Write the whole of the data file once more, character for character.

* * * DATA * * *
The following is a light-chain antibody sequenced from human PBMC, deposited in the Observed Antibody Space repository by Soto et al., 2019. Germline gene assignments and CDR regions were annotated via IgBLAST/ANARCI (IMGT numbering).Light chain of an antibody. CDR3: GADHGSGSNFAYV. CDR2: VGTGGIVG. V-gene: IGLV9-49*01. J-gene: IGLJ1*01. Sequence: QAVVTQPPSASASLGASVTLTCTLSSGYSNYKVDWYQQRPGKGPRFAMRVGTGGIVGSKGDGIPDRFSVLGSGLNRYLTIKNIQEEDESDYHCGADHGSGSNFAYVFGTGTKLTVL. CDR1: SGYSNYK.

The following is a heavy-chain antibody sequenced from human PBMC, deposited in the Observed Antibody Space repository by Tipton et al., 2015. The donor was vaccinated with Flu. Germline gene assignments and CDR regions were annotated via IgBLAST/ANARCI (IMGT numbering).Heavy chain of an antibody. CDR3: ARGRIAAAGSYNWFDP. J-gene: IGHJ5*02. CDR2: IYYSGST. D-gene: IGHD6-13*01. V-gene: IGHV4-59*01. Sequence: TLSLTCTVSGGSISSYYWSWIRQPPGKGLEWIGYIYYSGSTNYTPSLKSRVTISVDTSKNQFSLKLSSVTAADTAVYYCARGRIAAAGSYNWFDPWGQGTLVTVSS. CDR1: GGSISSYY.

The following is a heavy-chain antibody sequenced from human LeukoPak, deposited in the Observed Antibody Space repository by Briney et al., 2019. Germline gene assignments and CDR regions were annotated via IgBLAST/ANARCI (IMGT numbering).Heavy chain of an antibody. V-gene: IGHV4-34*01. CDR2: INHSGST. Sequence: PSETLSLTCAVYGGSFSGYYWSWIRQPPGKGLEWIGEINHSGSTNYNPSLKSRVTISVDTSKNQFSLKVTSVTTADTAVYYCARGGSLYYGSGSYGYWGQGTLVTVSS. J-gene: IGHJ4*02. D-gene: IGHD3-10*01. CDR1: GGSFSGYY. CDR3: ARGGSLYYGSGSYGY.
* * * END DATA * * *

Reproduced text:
The following is a light-chain antibody sequenced from human PBMC, deposited in the Observed Antibody Space repository by Soto et al., 2019. Germline gene assignments and CDR regions were annotated via IgBLAST/ANARCI (IMGT numbering).Light chain of an antibody. CDR3: GADHGSGSNFAYV. CDR2: VGTGGIVG. V-gene: IGLV9-49*01. J-gene: IGLJ1*01. Sequence: QAVVTQPPSASASLGASVTLTCTLSSGYSNYKVDWYQQRPGKGPRFAMRVGTGGIVGSKGDGIPDRFSVLGSGLNRYLTIKNIQEEDESDYHCGADHGSGSNFAYVFGTGTKLTVL. CDR1: SGYSNYK.

The following is a heavy-chain antibody sequenced from human PBMC, deposited in the Observed Antibody Space repository by Tipton et al., 2015. The donor was vaccinated with Flu. Germline gene assignments and CDR regions were annotated via IgBLAST/ANARCI (IMGT numbering).Heavy chain of an antibody. CDR3: ARGRIAAAGSYNWFDP. J-gene: IGHJ5*02. CDR2: IYYSGST. D-gene: IGHD6-13*01. V-gene: IGHV4-59*01. Sequence: TLSLTCTVSGGSISSYYWSWIRQPPGKGLEWIGYIYYSGSTNYTPSLKSRVTISVDTSKNQFSLKLSSVTAADTAVYYCARGRIAAAGSYNWFDPWGQGTLVTVSS. CDR1: GGSISSYY.

The following is a heavy-chain antibody sequenced from human LeukoPak, deposited in the Observed Antibody Space repository by Briney et al., 2019. Germline gene assignments and CDR regions were annotated via IgBLAST/ANARCI (IMGT numbering).Heavy chain of an antibody. V-gene: IGHV4-34*01. CDR2: INHSGST. Sequence: PSETLSLTCAVYGGSFSGYYWSWIRQPPGKGLEWIGEINHSGSTNYNPSLKSRVTISVDTSKNQFSLKVTSVTTADTAVYYCARGGSLYYGSGSYGYWGQGTLVTVSS. J-gene: IGHJ4*02. D-gene: IGHD3-10*01. CDR1: GGSFSGYY. CDR3: ARGGSLYYGSGSYGY.